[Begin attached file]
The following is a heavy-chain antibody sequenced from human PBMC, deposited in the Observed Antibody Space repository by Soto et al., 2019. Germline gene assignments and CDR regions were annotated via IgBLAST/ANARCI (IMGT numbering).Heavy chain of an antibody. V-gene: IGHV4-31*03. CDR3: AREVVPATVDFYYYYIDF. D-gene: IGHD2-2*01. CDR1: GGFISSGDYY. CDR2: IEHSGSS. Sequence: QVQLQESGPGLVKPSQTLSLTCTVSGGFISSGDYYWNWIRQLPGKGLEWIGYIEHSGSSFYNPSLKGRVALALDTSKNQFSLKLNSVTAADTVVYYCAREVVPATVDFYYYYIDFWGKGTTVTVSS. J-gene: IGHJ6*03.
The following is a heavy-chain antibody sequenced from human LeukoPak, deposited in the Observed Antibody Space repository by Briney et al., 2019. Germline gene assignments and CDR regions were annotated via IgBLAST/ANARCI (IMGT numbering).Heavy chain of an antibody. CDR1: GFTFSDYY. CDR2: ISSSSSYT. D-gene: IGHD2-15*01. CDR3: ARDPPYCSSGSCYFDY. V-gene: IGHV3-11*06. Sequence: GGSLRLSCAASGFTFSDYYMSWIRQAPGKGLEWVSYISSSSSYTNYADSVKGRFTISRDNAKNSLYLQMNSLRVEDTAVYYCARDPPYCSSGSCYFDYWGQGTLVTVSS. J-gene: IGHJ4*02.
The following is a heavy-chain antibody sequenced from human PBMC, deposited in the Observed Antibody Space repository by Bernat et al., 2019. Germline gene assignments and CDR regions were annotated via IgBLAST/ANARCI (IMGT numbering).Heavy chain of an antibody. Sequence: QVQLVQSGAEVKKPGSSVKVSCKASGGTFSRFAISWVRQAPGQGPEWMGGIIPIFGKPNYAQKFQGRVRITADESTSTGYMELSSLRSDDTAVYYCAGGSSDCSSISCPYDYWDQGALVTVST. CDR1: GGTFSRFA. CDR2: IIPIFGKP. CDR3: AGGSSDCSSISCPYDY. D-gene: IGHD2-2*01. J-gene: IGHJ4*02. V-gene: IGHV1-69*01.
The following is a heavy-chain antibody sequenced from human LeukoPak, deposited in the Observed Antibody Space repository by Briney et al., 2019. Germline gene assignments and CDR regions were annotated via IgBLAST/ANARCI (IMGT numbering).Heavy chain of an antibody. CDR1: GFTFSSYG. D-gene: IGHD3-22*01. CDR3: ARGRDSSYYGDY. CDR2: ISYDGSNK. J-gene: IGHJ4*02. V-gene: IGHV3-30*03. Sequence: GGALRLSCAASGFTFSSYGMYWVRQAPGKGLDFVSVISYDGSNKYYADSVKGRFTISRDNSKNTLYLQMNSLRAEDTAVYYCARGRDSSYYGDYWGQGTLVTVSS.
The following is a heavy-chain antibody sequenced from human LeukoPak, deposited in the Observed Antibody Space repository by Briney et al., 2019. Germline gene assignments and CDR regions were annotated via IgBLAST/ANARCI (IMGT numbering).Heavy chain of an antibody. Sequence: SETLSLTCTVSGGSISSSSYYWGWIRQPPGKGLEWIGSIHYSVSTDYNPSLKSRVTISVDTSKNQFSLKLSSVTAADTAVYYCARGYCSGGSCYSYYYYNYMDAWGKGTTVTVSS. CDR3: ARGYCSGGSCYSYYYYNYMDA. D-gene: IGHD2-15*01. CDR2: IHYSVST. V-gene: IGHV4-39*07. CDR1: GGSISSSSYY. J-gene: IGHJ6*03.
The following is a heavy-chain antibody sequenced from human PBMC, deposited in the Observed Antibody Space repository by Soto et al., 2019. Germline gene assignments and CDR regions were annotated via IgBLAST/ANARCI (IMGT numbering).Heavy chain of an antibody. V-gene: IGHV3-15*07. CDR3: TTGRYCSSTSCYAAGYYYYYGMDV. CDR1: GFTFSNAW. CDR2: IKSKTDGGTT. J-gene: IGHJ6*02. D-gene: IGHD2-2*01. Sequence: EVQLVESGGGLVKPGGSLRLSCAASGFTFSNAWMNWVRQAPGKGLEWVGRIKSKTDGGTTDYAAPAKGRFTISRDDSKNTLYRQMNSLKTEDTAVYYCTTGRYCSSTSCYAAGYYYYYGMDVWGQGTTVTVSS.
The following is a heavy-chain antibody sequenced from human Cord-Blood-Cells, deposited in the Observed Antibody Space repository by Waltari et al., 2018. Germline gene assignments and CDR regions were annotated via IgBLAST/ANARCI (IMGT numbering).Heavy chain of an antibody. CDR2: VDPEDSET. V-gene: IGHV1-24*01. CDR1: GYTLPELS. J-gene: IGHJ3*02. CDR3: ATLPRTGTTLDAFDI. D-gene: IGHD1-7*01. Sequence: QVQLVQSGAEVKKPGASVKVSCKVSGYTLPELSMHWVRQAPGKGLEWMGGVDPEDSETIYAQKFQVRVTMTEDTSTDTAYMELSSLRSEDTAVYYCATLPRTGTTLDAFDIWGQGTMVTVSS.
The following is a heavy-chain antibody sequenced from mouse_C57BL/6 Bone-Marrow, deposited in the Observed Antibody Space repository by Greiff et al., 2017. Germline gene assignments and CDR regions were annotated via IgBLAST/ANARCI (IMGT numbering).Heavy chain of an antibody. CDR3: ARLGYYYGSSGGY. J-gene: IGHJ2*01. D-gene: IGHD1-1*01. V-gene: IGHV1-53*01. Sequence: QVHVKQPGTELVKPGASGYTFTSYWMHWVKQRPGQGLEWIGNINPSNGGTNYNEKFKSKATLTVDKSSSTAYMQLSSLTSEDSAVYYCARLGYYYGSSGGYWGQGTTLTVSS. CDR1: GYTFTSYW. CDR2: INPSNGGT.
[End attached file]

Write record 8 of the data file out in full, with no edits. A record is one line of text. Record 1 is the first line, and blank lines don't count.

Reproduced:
The following is a heavy-chain antibody sequenced from mouse_C57BL/6 Bone-Marrow, deposited in the Observed Antibody Space repository by Greiff et al., 2017. Germline gene assignments and CDR regions were annotated via IgBLAST/ANARCI (IMGT numbering).Heavy chain of an antibody. CDR3: ARLGYYYGSSGGY. J-gene: IGHJ2*01. D-gene: IGHD1-1*01. V-gene: IGHV1-53*01. Sequence: QVHVKQPGTELVKPGASGYTFTSYWMHWVKQRPGQGLEWIGNINPSNGGTNYNEKFKSKATLTVDKSSSTAYMQLSSLTSEDSAVYYCARLGYYYGSSGGYWGQGTTLTVSS. CDR1: GYTFTSYW. CDR2: INPSNGGT.